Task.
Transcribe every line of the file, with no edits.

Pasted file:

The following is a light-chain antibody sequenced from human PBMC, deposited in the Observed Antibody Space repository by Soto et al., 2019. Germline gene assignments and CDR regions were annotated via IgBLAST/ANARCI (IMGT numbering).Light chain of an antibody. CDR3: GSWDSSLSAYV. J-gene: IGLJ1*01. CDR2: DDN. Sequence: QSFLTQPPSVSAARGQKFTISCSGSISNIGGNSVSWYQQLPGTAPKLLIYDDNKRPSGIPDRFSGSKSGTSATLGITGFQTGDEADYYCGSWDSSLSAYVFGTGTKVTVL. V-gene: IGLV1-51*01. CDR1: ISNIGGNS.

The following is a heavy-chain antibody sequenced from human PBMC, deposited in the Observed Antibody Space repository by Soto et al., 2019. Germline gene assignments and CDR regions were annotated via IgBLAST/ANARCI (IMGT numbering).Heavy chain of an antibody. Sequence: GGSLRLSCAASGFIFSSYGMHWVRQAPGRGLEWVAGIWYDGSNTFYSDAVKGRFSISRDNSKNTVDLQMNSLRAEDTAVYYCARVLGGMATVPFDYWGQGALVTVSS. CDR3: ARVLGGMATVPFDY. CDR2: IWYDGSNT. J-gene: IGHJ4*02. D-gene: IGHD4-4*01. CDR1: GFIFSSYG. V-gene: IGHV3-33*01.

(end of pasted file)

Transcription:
The following is a light-chain antibody sequenced from human PBMC, deposited in the Observed Antibody Space repository by Soto et al., 2019. Germline gene assignments and CDR regions were annotated via IgBLAST/ANARCI (IMGT numbering).Light chain of an antibody. CDR3: GSWDSSLSAYV. J-gene: IGLJ1*01. CDR2: DDN. Sequence: QSFLTQPPSVSAARGQKFTISCSGSISNIGGNSVSWYQQLPGTAPKLLIYDDNKRPSGIPDRFSGSKSGTSATLGITGFQTGDEADYYCGSWDSSLSAYVFGTGTKVTVL. V-gene: IGLV1-51*01. CDR1: ISNIGGNS.

The following is a heavy-chain antibody sequenced from human PBMC, deposited in the Observed Antibody Space repository by Soto et al., 2019. Germline gene assignments and CDR regions were annotated via IgBLAST/ANARCI (IMGT numbering).Heavy chain of an antibody. Sequence: GGSLRLSCAASGFIFSSYGMHWVRQAPGRGLEWVAGIWYDGSNTFYSDAVKGRFSISRDNSKNTVDLQMNSLRAEDTAVYYCARVLGGMATVPFDYWGQGALVTVSS. CDR3: ARVLGGMATVPFDY. CDR2: IWYDGSNT. J-gene: IGHJ4*02. D-gene: IGHD4-4*01. CDR1: GFIFSSYG. V-gene: IGHV3-33*01.